Drowning deaths in high-income countries are slowly declining. Such reductions come from the provision of clean drinking water, less exposure to open water, better literacy and economic development. Safe standards, policies and legislation also contribute to lower rates of drowning.

Here’s an interactive graph that changes over time. It visually represents the relationship between drowning death rates and wealth. As the wealth of a nation rises, its drowning rates decline and vice versa. More developed nations are better equipped to introduce fundamental facilities and systems such as education programs.

Why are People in Low-Mid Income Countries More at Risk?

Systematic factors contribute to people in lower-income countries having a higher risk of drowning. The lack of barriers comes to mind. Infants and young children are not always supervised and have poor swim skills. That’s due to low awareness of water dangers increasing their risk of drowning. Additionally, poorer communities have less water transportation, unsafe water supply and flood disasters.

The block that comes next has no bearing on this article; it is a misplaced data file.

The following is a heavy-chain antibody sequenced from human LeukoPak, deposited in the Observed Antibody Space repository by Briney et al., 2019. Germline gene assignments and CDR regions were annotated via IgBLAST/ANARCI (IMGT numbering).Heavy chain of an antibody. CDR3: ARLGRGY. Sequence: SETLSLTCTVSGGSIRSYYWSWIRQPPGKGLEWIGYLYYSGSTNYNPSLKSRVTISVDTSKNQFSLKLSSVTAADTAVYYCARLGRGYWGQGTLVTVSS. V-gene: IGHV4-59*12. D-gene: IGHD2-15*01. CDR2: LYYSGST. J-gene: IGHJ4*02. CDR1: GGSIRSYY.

Drowning often affects the poorest and least-educated people living in rural settings. Such communities lack the resources to safely adapt to risks around them.

People in low and middle-income countries living around water interact differently from those in high-income countries. The level of economic and social development makes water exposure riskier. 

Children under five are more likely to drown inland and near home. Bathtubs, buckets, ditches ponds and other bodies of water pose a drowning risk that most families aren’t aware of. Older children and adults are more likely to drown in natural bodies of water while working, traveling or collecting water.

Global Drowning Prevention: Accessibility and Education

Since the 20th century ended, we’ve experienced a transition. Communicable and infectious diseases were previously the leading causes of death. The causes have shifted to non-communicable diseases such as heart disease, cancers, diabetes and respiratory disease.

According to data, the trend remains true for developing countries. Unlike non-communicable diseases, accidental deaths are easier to prevent. Drowning prevention isn’t about science; it’s about education.